Coaling from the clouds

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One of Westland’s most dramatic engineering marvels, the Denniston Incline, is the main feature of Westport’s coalmining museum, Coaltown. In 1859, surveyor John Rochfort first discovered coal in a small creek 14km north of Westport. How­ever, it was not until 1860 that Dr Julius von Haast found seams of prized bituminous coal high on the fog-shrouded plateau which bears Rochfort’s name.

Before it could be used to power the industrial machinery of last century, the coal had to be trans­ported down from the plateau. The ingenious construction of the Dennis-ton Incline in 1878-79 overcame the problem by using the coal’s very height above sea level to shift it to the railhead.

Giant coal trucks at­tached to an endless wirerope were sent rattling down the two-kilometre railway incline using a gravity system. The weight of the full trucks descend­ing pulled empty wagons up. Huge water-operated brakes were developed to slow the coal-laden wagons as they reached speeds of up to 70 kph. With slopes of 47 degrees on the steepest stretches of the incline it was not uncom­mon for a laden truck to jump the rails and career through the bush. Some of them crashed off the bottom with such force that they were never recovered. Others were written off as tangled wrecks.

By 1895 Denniston was the largest coal producer in New Zealand. Two hundred and fifty men sweated below ground to retrieve the coal. They were paid an average weekly wage of two pounds five shillings, about $4.50. When the incline was closed in 1967 it had carried an estimated 12.6 million tons of coal ­enough coal to fill a train stretched from Invercargill to Blenheim six times over.

Little remains of this remarkable piece of engi­neering. However, what has survived from Denniston’s heyday are memories, and these have been rekindled through an impressive display of old coalmining relics at Coaltown.

The actual museum building is interesting in that for some years before Coaltown was opened in 1977 the old Morley’s brewery was housed there.

A major attraction is a Q-class wagon, number 1066, full of coal and mounted on a section of rail poised at the steepest incline angle of 1 in 1.1. Not far away is the massive 20-ton brake drum from ‘Middle Brake’ which eased wagons down the final stretch of the incline to Conns Creek. Perhaps the most fascinating part of the Coaltown tour is the visit inside the almost true-to-life mine,complete with sound effects, deep from within the bowels of the earth.

Retired Denniston miner Andy Kerr, who now lives down the Hi in Waimangaroa, admits that the walk-in mine is “pretty authentic”. Kerr should know, he spent 50 years of his life under­ground at Denniston. Now 75, Andy Kerr was born on the plateau and brought up in the settlement of Coal­brookdale. According to Kerr it was situated down a small gully, “where the fog swept over you”. At nearby Denniston “you wouldn’t see your neighbour for a month”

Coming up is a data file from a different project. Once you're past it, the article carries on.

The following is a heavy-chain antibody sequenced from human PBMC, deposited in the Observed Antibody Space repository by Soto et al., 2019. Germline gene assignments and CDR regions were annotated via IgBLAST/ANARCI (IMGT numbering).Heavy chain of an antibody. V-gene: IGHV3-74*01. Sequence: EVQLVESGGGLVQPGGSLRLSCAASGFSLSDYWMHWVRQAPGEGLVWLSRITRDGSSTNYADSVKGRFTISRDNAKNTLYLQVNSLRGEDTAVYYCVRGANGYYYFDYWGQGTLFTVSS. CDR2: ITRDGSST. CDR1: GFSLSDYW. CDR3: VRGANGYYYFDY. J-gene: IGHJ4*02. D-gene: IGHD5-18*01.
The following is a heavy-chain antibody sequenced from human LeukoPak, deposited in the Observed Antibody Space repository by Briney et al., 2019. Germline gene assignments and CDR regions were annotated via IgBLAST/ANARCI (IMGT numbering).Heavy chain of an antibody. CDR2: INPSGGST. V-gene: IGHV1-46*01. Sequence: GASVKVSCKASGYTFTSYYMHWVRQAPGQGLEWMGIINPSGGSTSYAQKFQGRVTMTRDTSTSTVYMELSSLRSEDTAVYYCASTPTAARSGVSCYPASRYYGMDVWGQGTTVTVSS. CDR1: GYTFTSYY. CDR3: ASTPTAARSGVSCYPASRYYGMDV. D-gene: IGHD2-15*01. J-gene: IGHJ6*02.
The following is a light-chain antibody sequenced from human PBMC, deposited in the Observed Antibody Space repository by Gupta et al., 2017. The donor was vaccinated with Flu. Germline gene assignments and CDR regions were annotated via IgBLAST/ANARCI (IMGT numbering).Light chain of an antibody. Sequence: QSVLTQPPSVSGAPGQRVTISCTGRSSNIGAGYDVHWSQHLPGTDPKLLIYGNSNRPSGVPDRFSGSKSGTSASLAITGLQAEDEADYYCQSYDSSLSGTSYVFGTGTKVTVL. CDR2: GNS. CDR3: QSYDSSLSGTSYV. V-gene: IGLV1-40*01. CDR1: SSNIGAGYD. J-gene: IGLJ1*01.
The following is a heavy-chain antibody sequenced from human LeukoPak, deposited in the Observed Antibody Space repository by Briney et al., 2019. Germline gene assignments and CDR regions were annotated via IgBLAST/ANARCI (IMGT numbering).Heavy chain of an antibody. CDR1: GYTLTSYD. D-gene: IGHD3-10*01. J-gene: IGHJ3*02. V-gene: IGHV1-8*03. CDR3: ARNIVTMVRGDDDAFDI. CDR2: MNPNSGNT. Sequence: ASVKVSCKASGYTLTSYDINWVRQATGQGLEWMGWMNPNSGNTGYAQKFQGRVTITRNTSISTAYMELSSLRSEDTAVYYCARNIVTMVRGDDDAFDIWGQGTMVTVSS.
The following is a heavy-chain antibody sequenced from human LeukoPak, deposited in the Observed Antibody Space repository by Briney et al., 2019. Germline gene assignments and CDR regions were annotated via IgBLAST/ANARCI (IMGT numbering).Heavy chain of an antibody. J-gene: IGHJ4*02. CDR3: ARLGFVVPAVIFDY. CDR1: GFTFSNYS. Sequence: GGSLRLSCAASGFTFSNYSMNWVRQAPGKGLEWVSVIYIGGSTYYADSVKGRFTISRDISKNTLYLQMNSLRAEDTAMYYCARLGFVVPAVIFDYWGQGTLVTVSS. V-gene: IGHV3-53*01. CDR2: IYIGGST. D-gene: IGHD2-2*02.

When Andy Kerr started in the mines in 1928 he looked after the roperoad, sitting on the curve of the endless rope carrying full tubs from the mine and watching to see that none derailed. He retired a full miner, “on the coal” at the face itself. Standing at the entrance to Coaltown’s `mine’, Kerr describes the underground world he spent much of his life in.

“At first your eyes couldn’t adjust to the gloom; you stumbled around over the rough floor finding your feet. Water used to flow nine or ten inches deep. You couldn’t sit down. Up at the face shoveling with a banjo (shovel) you worked for yourself with only short breaks. Crib time (lunch) was 20 minutes and more often than not you had to stand. It was hard work all right, but in general we enjoyed it.”

Coaltown, which started as a modest community project, is now rated one of the top attractions in the South Island. Its establish­ment has firmly put in place a record of the toil and fiery union struggles that have fanned through Denniston over the last 100 years.

The museum is con­trolled by a board of trustees, and director Peter Harker is enthusiastic about expanding to incor­porate a maritime history wing.

But Coaltown is more than just a museum; it’s a working, living record of the past, when Westland was a thriving coalmining region.

Today there is little to show of the thriving communities of the Den­niston Plateau, barely a sign that 1500 hardy souls lived there. Stunted trees and scrub share the landscape with the litter of rocks and hearths of the now vanished houses. It is very quiet, but the fog is still there. The bush is moving in on the old incline and the songs of bellbirds replace the heavy sounds of coal wagons.

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